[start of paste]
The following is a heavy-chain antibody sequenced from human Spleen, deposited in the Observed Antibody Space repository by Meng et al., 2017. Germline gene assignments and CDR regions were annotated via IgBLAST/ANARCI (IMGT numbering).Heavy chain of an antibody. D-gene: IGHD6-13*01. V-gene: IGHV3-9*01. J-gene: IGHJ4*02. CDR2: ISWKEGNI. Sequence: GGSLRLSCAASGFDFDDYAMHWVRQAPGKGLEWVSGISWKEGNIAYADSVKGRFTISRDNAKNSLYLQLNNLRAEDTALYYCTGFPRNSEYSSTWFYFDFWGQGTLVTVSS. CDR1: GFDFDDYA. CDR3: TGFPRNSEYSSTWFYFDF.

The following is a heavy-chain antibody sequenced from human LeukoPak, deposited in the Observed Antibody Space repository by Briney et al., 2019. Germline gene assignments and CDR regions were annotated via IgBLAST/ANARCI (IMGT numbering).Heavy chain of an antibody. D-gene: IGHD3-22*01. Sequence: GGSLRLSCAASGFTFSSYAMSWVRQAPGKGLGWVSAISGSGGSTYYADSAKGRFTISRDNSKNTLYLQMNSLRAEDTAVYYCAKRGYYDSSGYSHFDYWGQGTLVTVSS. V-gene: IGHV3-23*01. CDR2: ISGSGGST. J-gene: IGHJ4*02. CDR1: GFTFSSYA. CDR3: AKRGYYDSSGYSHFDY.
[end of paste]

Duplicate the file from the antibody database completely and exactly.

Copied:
The following is a heavy-chain antibody sequenced from human Spleen, deposited in the Observed Antibody Space repository by Meng et al., 2017. Germline gene assignments and CDR regions were annotated via IgBLAST/ANARCI (IMGT numbering).Heavy chain of an antibody. D-gene: IGHD6-13*01. V-gene: IGHV3-9*01. J-gene: IGHJ4*02. CDR2: ISWKEGNI. Sequence: GGSLRLSCAASGFDFDDYAMHWVRQAPGKGLEWVSGISWKEGNIAYADSVKGRFTISRDNAKNSLYLQLNNLRAEDTALYYCTGFPRNSEYSSTWFYFDFWGQGTLVTVSS. CDR1: GFDFDDYA. CDR3: TGFPRNSEYSSTWFYFDF.

The following is a heavy-chain antibody sequenced from human LeukoPak, deposited in the Observed Antibody Space repository by Briney et al., 2019. Germline gene assignments and CDR regions were annotated via IgBLAST/ANARCI (IMGT numbering).Heavy chain of an antibody. D-gene: IGHD3-22*01. Sequence: GGSLRLSCAASGFTFSSYAMSWVRQAPGKGLGWVSAISGSGGSTYYADSAKGRFTISRDNSKNTLYLQMNSLRAEDTAVYYCAKRGYYDSSGYSHFDYWGQGTLVTVSS. V-gene: IGHV3-23*01. CDR2: ISGSGGST. J-gene: IGHJ4*02. CDR1: GFTFSSYA. CDR3: AKRGYYDSSGYSHFDY.